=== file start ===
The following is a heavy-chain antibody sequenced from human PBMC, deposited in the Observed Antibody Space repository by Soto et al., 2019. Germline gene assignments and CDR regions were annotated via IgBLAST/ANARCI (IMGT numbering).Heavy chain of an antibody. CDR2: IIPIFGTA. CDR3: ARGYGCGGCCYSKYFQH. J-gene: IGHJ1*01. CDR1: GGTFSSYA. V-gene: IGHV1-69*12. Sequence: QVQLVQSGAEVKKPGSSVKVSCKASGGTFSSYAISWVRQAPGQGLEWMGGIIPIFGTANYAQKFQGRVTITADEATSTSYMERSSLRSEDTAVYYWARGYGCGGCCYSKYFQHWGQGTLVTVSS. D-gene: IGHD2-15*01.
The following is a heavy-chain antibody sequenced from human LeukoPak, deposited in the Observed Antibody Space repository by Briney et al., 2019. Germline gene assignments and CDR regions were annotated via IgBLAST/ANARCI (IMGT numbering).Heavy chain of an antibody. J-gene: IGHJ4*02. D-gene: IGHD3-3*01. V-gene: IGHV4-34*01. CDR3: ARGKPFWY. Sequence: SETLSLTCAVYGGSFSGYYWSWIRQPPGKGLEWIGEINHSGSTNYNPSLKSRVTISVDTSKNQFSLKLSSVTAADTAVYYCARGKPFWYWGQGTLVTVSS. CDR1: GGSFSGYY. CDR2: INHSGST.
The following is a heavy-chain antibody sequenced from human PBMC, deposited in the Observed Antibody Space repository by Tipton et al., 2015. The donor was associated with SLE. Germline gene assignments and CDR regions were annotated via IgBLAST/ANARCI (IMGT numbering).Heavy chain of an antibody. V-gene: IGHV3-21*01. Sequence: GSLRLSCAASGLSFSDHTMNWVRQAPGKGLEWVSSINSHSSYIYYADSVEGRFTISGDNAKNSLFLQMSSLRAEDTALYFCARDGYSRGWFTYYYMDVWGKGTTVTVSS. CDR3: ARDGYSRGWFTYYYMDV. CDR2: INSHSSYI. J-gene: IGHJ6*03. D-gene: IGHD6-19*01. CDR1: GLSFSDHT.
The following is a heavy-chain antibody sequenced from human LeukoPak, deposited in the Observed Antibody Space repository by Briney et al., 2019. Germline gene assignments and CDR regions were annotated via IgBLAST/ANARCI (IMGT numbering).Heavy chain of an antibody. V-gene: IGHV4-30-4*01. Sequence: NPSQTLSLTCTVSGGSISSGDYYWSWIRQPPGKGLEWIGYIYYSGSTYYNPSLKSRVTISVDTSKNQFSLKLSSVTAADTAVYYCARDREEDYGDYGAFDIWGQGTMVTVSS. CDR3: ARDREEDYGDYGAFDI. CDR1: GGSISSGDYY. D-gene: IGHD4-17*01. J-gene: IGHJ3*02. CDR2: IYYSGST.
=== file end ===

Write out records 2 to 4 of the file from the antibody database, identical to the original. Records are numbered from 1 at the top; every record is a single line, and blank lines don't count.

The following is a heavy-chain antibody sequenced from human LeukoPak, deposited in the Observed Antibody Space repository by Briney et al., 2019. Germline gene assignments and CDR regions were annotated via IgBLAST/ANARCI (IMGT numbering).Heavy chain of an antibody. J-gene: IGHJ4*02. D-gene: IGHD3-3*01. V-gene: IGHV4-34*01. CDR3: ARGKPFWY. Sequence: SETLSLTCAVYGGSFSGYYWSWIRQPPGKGLEWIGEINHSGSTNYNPSLKSRVTISVDTSKNQFSLKLSSVTAADTAVYYCARGKPFWYWGQGTLVTVSS. CDR1: GGSFSGYY. CDR2: INHSGST.
The following is a heavy-chain antibody sequenced from human PBMC, deposited in the Observed Antibody Space repository by Tipton et al., 2015. The donor was associated with SLE. Germline gene assignments and CDR regions were annotated via IgBLAST/ANARCI (IMGT numbering).Heavy chain of an antibody. V-gene: IGHV3-21*01. Sequence: GSLRLSCAASGLSFSDHTMNWVRQAPGKGLEWVSSINSHSSYIYYADSVEGRFTISGDNAKNSLFLQMSSLRAEDTALYFCARDGYSRGWFTYYYMDVWGKGTTVTVSS. CDR3: ARDGYSRGWFTYYYMDV. CDR2: INSHSSYI. J-gene: IGHJ6*03. D-gene: IGHD6-19*01. CDR1: GLSFSDHT.
The following is a heavy-chain antibody sequenced from human LeukoPak, deposited in the Observed Antibody Space repository by Briney et al., 2019. Germline gene assignments and CDR regions were annotated via IgBLAST/ANARCI (IMGT numbering).Heavy chain of an antibody. V-gene: IGHV4-30-4*01. Sequence: NPSQTLSLTCTVSGGSISSGDYYWSWIRQPPGKGLEWIGYIYYSGSTYYNPSLKSRVTISVDTSKNQFSLKLSSVTAADTAVYYCARDREEDYGDYGAFDIWGQGTMVTVSS. CDR3: ARDREEDYGDYGAFDI. CDR1: GGSISSGDYY. D-gene: IGHD4-17*01. J-gene: IGHJ3*02. CDR2: IYYSGST.